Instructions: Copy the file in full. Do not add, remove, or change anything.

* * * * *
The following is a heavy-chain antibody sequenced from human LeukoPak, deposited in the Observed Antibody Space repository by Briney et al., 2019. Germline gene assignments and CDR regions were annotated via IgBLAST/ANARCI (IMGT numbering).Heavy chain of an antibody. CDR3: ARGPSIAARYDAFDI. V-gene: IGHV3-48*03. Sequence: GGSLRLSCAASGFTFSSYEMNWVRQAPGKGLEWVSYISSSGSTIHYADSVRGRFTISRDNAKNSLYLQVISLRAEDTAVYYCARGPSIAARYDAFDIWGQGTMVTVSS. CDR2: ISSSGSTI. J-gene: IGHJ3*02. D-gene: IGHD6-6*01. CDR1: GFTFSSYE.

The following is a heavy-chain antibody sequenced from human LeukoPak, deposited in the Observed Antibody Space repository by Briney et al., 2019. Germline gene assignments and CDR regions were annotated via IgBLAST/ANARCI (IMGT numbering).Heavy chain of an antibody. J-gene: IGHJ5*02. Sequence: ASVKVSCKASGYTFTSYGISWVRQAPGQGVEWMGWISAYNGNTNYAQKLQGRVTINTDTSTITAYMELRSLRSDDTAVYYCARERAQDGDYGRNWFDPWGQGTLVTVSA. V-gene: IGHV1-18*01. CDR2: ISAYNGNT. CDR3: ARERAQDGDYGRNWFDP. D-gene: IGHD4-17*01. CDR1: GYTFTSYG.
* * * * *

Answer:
The following is a heavy-chain antibody sequenced from human LeukoPak, deposited in the Observed Antibody Space repository by Briney et al., 2019. Germline gene assignments and CDR regions were annotated via IgBLAST/ANARCI (IMGT numbering).Heavy chain of an antibody. CDR3: ARGPSIAARYDAFDI. V-gene: IGHV3-48*03. Sequence: GGSLRLSCAASGFTFSSYEMNWVRQAPGKGLEWVSYISSSGSTIHYADSVRGRFTISRDNAKNSLYLQVISLRAEDTAVYYCARGPSIAARYDAFDIWGQGTMVTVSS. CDR2: ISSSGSTI. J-gene: IGHJ3*02. D-gene: IGHD6-6*01. CDR1: GFTFSSYE.

The following is a heavy-chain antibody sequenced from human LeukoPak, deposited in the Observed Antibody Space repository by Briney et al., 2019. Germline gene assignments and CDR regions were annotated via IgBLAST/ANARCI (IMGT numbering).Heavy chain of an antibody. J-gene: IGHJ5*02. Sequence: ASVKVSCKASGYTFTSYGISWVRQAPGQGVEWMGWISAYNGNTNYAQKLQGRVTINTDTSTITAYMELRSLRSDDTAVYYCARERAQDGDYGRNWFDPWGQGTLVTVSA. V-gene: IGHV1-18*01. CDR2: ISAYNGNT. CDR3: ARERAQDGDYGRNWFDP. D-gene: IGHD4-17*01. CDR1: GYTFTSYG.